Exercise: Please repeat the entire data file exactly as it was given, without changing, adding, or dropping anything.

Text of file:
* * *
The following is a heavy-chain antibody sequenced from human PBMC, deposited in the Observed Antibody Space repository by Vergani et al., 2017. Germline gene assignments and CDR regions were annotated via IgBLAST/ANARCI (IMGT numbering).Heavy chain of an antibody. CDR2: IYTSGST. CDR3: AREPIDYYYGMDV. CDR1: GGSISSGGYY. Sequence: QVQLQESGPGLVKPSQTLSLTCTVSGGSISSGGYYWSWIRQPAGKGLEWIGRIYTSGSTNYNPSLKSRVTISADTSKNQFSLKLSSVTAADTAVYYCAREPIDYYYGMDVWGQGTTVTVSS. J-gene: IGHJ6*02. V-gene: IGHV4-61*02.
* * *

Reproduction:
The following is a heavy-chain antibody sequenced from human PBMC, deposited in the Observed Antibody Space repository by Vergani et al., 2017. Germline gene assignments and CDR regions were annotated via IgBLAST/ANARCI (IMGT numbering).Heavy chain of an antibody. CDR2: IYTSGST. CDR3: AREPIDYYYGMDV. CDR1: GGSISSGGYY. Sequence: QVQLQESGPGLVKPSQTLSLTCTVSGGSISSGGYYWSWIRQPAGKGLEWIGRIYTSGSTNYNPSLKSRVTISADTSKNQFSLKLSSVTAADTAVYYCAREPIDYYYGMDVWGQGTTVTVSS. J-gene: IGHJ6*02. V-gene: IGHV4-61*02.